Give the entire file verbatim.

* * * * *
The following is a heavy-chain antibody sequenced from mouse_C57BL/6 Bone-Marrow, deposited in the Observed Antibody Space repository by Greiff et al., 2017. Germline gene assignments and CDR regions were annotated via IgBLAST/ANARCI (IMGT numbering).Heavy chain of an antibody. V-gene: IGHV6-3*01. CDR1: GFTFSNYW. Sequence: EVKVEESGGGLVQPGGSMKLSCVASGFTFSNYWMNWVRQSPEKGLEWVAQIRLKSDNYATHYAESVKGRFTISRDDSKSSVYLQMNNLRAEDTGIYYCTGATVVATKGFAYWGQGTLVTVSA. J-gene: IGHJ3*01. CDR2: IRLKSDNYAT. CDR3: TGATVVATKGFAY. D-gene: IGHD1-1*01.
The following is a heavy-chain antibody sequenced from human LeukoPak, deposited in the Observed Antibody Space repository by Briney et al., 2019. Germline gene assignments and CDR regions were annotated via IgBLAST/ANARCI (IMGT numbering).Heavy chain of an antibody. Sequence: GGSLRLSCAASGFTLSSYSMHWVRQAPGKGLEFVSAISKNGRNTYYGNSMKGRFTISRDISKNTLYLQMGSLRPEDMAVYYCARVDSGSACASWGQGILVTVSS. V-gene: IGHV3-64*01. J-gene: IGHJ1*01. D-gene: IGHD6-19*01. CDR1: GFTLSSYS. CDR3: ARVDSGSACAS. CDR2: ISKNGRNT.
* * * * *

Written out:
The following is a heavy-chain antibody sequenced from mouse_C57BL/6 Bone-Marrow, deposited in the Observed Antibody Space repository by Greiff et al., 2017. Germline gene assignments and CDR regions were annotated via IgBLAST/ANARCI (IMGT numbering).Heavy chain of an antibody. V-gene: IGHV6-3*01. CDR1: GFTFSNYW. Sequence: EVKVEESGGGLVQPGGSMKLSCVASGFTFSNYWMNWVRQSPEKGLEWVAQIRLKSDNYATHYAESVKGRFTISRDDSKSSVYLQMNNLRAEDTGIYYCTGATVVATKGFAYWGQGTLVTVSA. J-gene: IGHJ3*01. CDR2: IRLKSDNYAT. CDR3: TGATVVATKGFAY. D-gene: IGHD1-1*01.
The following is a heavy-chain antibody sequenced from human LeukoPak, deposited in the Observed Antibody Space repository by Briney et al., 2019. Germline gene assignments and CDR regions were annotated via IgBLAST/ANARCI (IMGT numbering).Heavy chain of an antibody. Sequence: GGSLRLSCAASGFTLSSYSMHWVRQAPGKGLEFVSAISKNGRNTYYGNSMKGRFTISRDISKNTLYLQMGSLRPEDMAVYYCARVDSGSACASWGQGILVTVSS. V-gene: IGHV3-64*01. J-gene: IGHJ1*01. D-gene: IGHD6-19*01. CDR1: GFTLSSYS. CDR3: ARVDSGSACAS. CDR2: ISKNGRNT.